Adopting a Race Neutral Approach to Kidney Disease

Published in Hopkins Medicine - Spring/Summer 2022

The Johns Hopkins Health System will no longer use a long-standing clinical standard that factors a patient’s race into kidney function tests. The transition to a new standard of evaluating kidney function will specifically eliminate whether a patient is “African American or non-African American” as a modifier to check how well a patient’s kidneys are working. The change to the new race-neutral assessment means thousands of Black people living with chronic kidney disease could gain access to specialty treatment or transplantation for the first time.

Removing race from the calculation for kidney disease follows recent national recommendations from both the National Kidney Foundation and the American Society of Nephrology that say race modifiers should not be included in equations used to estimate kidney function because race is a social, not a biological, construct.

“There are not biological differences in the kidney attributable to race, and therefore it should not be considered in the equation for kidney function,” says Sherita Golden, chief diversity officer at Johns Hopkins Medicine. “This is an evidence-based decision that is really important in potentially narrowing gaps in kidney disease disparities. I’m proud of our leadership for taking this necessary step toward achieving health equity and eliminating structural racism in medicine.”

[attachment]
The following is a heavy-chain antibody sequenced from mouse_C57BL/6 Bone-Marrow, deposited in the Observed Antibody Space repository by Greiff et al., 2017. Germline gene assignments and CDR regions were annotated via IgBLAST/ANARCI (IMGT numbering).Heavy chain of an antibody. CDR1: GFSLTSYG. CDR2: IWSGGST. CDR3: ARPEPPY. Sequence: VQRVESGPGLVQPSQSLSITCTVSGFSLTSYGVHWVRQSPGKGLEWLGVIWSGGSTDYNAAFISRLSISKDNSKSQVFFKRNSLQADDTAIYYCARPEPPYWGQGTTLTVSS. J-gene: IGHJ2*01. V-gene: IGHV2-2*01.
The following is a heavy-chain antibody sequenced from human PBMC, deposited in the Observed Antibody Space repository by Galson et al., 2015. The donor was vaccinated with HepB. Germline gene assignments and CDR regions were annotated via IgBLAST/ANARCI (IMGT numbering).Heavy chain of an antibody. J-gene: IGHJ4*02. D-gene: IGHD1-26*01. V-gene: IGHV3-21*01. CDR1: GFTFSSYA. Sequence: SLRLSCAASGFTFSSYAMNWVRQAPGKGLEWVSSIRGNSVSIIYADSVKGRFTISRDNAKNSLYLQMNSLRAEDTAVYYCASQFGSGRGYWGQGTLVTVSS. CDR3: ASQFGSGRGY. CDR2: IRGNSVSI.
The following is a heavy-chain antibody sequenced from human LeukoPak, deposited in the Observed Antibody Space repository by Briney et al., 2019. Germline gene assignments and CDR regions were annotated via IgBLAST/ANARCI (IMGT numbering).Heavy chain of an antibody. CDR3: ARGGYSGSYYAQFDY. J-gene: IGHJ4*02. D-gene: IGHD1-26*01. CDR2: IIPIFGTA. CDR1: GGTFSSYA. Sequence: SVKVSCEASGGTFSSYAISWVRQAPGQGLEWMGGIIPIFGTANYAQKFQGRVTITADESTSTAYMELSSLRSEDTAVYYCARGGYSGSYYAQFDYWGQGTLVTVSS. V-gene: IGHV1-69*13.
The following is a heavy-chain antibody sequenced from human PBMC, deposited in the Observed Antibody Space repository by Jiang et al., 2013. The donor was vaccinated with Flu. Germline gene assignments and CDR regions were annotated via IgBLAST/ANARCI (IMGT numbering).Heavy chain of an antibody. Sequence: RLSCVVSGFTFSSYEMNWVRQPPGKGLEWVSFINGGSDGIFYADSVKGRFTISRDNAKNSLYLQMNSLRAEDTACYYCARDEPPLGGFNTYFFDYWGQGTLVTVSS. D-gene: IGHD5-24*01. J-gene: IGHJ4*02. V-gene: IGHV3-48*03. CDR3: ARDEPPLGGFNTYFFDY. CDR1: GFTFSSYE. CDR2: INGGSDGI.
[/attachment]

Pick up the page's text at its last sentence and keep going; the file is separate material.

“Eliminating the race-based adjustment may lead to several positive clinical outcomes, including more time for management and referral of early kidney disease, earlier consideration for transplant listing and more careful medication decisions for Black patients,” says Johns Hopkins nephrologist Deidra Crews, a member of the task force that recommended the new equation. “Time is of the essence; if a patient does have kidney disease, finding out earlier could make a difference in the person’s long-term health.”

According to the National Kidney Foundation, there are 37 million people in the United States living with chronic kidney disease, with Black adults three times more likely to suffer from kidney failure than white adults.